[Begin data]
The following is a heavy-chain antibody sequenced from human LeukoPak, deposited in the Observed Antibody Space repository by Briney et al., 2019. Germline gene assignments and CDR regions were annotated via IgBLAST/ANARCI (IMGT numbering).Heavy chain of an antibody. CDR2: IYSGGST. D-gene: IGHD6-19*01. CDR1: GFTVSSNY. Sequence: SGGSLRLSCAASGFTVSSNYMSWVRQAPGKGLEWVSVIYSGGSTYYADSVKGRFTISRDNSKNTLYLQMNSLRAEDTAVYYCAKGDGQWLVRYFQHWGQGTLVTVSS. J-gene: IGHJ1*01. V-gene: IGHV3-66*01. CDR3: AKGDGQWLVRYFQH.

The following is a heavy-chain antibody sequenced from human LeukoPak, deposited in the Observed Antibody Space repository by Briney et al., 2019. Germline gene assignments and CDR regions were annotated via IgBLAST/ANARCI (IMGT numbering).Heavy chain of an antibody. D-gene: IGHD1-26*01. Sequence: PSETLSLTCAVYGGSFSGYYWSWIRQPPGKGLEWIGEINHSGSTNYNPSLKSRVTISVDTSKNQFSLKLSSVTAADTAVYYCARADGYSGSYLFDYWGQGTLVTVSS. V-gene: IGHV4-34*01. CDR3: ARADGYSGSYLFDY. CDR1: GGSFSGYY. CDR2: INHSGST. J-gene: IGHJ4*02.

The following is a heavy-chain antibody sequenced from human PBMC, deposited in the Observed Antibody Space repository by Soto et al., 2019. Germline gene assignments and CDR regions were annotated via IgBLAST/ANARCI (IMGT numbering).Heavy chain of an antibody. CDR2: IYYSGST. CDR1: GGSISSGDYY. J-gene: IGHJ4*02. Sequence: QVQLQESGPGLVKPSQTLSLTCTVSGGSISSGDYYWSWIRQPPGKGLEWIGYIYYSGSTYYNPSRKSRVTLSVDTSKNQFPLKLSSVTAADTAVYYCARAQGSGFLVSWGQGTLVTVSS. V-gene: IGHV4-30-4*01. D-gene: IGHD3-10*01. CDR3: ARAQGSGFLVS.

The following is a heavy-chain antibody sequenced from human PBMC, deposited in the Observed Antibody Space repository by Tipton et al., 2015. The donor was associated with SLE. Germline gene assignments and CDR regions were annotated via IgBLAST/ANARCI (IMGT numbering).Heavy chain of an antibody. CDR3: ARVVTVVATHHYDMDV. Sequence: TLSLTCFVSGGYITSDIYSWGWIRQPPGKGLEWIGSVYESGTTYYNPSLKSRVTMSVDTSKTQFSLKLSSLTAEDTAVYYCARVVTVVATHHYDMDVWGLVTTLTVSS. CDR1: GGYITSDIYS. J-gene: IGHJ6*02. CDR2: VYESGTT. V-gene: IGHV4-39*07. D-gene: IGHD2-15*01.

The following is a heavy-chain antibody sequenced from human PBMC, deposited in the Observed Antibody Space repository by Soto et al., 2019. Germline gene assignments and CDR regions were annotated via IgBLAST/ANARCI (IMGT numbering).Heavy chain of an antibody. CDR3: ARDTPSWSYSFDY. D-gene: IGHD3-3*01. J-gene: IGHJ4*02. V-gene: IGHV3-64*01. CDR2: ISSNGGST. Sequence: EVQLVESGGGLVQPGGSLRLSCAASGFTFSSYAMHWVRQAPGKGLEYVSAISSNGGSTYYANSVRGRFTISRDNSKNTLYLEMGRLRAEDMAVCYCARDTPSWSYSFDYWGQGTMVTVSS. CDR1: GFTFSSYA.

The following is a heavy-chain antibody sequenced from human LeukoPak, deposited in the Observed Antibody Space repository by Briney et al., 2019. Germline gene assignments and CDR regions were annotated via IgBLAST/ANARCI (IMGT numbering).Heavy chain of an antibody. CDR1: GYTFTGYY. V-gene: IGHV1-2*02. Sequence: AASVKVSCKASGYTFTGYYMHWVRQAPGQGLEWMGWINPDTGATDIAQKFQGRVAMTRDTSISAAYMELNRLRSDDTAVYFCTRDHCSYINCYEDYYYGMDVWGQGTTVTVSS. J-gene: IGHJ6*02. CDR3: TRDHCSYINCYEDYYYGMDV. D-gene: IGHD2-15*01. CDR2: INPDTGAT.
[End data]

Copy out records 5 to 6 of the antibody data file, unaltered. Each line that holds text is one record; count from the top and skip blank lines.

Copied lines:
The following is a heavy-chain antibody sequenced from human PBMC, deposited in the Observed Antibody Space repository by Soto et al., 2019. Germline gene assignments and CDR regions were annotated via IgBLAST/ANARCI (IMGT numbering).Heavy chain of an antibody. CDR3: ARDTPSWSYSFDY. D-gene: IGHD3-3*01. J-gene: IGHJ4*02. V-gene: IGHV3-64*01. CDR2: ISSNGGST. Sequence: EVQLVESGGGLVQPGGSLRLSCAASGFTFSSYAMHWVRQAPGKGLEYVSAISSNGGSTYYANSVRGRFTISRDNSKNTLYLEMGRLRAEDMAVCYCARDTPSWSYSFDYWGQGTMVTVSS. CDR1: GFTFSSYA.

The following is a heavy-chain antibody sequenced from human LeukoPak, deposited in the Observed Antibody Space repository by Briney et al., 2019. Germline gene assignments and CDR regions were annotated via IgBLAST/ANARCI (IMGT numbering).Heavy chain of an antibody. CDR1: GYTFTGYY. V-gene: IGHV1-2*02. Sequence: AASVKVSCKASGYTFTGYYMHWVRQAPGQGLEWMGWINPDTGATDIAQKFQGRVAMTRDTSISAAYMELNRLRSDDTAVYFCTRDHCSYINCYEDYYYGMDVWGQGTTVTVSS. J-gene: IGHJ6*02. CDR3: TRDHCSYINCYEDYYYGMDV. D-gene: IGHD2-15*01. CDR2: INPDTGAT.